The digital rights group Electronic Frontier Foundation is backing Twitter in its battle with prominent conservative Rogan O'Handley, who is attempting to revive a free speech lawsuit against the company over his account ban.
O'Handley, who goes by “dc_draino” on social media, claimed in a lawsuit that Twitter violated the First Amendment by permanently suspending his account due to his tweets regarding the 2020 presidential election.
A judge threw out the claims against Twitter, ruling that the First Amendment only prohibits censorship by the government, not private companies like Twitter.
O'Handley recently appealed that decision to the 9th Circuit Court of Appeals, where he argued that Twitter should be considered a “state actor” -- meaning equivalent to the government -- on the theory that Twitter only took action regarding O'Handley's account after a California official complained about it.
O'Handley specifically focuses on Twitter's decision to add a disclaimer to his November 12, 2020 tweet, which claimed “election fraud is rampant nationwide and we all know California is one of the culprits.”
Twitter added that disclaimer until after receiving a complaint by a California official. The company didn't ban O'Handley's account until February of 2021, after he posted additional tweets about the election.
The digital rights group Electronic Frontier Foundation is urging the appellate court to reject O'Handley's attempt to revive claims against Twitter, arguing that his allegations, even if proven true, wouldn't show that the government was controlling Twitter's decisions.
“Twitter’s editorial decisions ... were ultimately its own without any additional alleged acts of the government,” the digital rights group writes in a friend-of-the-court brief filed Monday with the 9th Circuit.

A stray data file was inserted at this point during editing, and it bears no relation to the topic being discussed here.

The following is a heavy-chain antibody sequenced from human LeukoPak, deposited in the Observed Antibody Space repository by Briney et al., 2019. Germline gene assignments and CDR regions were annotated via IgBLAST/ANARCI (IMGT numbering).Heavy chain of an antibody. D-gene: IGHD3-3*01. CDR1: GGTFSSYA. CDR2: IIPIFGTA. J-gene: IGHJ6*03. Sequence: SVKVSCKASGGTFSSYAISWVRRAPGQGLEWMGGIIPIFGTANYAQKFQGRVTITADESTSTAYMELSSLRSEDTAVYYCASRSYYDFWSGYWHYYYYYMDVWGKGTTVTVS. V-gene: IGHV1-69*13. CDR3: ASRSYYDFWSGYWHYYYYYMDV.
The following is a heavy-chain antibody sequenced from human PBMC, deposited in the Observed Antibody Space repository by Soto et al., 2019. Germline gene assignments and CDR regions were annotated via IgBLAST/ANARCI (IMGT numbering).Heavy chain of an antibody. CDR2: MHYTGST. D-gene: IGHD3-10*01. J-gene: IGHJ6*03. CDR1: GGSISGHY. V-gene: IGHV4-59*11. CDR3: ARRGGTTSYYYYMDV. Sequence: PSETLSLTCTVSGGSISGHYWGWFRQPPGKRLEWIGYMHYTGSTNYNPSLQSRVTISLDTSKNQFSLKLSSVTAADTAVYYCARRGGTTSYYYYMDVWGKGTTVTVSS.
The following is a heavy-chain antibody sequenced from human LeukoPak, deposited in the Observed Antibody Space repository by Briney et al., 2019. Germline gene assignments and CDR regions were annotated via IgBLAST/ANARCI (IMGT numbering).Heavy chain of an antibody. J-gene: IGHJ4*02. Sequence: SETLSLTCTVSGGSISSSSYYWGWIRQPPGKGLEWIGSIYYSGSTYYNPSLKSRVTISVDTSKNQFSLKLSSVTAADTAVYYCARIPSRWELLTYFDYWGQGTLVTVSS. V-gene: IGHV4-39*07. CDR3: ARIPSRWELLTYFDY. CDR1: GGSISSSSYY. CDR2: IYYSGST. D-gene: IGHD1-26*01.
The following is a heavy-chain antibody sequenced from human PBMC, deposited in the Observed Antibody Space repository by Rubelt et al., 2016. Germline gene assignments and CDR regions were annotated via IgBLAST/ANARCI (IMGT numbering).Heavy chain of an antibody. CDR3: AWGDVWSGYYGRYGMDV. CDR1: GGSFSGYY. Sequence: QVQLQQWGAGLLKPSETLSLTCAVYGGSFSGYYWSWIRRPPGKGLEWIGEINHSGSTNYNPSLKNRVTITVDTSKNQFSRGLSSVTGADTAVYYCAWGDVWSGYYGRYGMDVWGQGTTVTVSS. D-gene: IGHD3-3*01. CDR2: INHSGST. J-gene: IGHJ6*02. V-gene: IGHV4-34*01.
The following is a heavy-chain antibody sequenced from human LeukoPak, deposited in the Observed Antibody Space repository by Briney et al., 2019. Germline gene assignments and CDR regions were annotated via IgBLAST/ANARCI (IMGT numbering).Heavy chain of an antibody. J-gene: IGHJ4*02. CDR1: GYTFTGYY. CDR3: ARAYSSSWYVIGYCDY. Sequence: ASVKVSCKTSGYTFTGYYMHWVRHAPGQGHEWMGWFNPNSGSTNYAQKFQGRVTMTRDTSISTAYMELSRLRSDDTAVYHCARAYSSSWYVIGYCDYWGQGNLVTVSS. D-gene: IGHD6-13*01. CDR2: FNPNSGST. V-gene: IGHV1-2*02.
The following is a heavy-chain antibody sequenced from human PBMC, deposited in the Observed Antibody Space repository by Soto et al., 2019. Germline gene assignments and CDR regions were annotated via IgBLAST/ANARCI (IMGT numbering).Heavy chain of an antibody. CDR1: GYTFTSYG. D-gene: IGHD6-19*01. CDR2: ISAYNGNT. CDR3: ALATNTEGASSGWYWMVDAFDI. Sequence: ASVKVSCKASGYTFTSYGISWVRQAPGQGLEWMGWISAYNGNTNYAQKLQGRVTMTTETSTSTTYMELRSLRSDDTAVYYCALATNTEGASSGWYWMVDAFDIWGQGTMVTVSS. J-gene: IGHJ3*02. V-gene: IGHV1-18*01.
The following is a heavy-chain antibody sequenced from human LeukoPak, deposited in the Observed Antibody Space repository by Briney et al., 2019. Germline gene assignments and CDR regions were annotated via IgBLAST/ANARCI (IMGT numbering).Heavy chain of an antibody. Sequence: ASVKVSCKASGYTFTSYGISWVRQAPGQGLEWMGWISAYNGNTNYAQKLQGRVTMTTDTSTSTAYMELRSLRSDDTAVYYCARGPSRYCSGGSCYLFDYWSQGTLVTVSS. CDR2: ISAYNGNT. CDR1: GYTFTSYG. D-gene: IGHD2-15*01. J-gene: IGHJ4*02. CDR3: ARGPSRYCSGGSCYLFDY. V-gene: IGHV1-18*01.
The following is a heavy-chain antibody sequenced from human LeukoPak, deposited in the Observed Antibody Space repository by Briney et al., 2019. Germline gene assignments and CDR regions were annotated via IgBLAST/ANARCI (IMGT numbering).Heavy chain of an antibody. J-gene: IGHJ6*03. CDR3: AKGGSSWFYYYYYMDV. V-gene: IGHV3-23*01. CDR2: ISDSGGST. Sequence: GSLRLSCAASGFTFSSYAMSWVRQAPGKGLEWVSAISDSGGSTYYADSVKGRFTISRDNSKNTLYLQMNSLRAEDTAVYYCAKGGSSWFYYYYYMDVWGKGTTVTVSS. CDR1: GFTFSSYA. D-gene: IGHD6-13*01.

“The editorial process of social media services, like other publishers, involves both the development of an editorial policy and then the enforcement of that policy as to specific content,” the organization writes. “A social media service cannot be liable as a state actor unless the government seizes control of each of those steps.”
At the same time, the organization argues that a social media company could in limited circumstances be considered a “state actor” -- but only in a very narrow category of situations that involve the platform willingly allowing its editorial policy to be replaced by a governmental policy.
Last month, Twitter also urged the 9th Circuit to reject O'Handley's argument.
“A private company is not transformed into a state actor, and thus constitutionally compelled to disseminate third-party speech that it considers harmful, merely because a government official suggests to that company that someone is potentially violating the company’s own, independently formulated rules,” the tech company argued.
O'Handley is expected to respond to the arguments next month.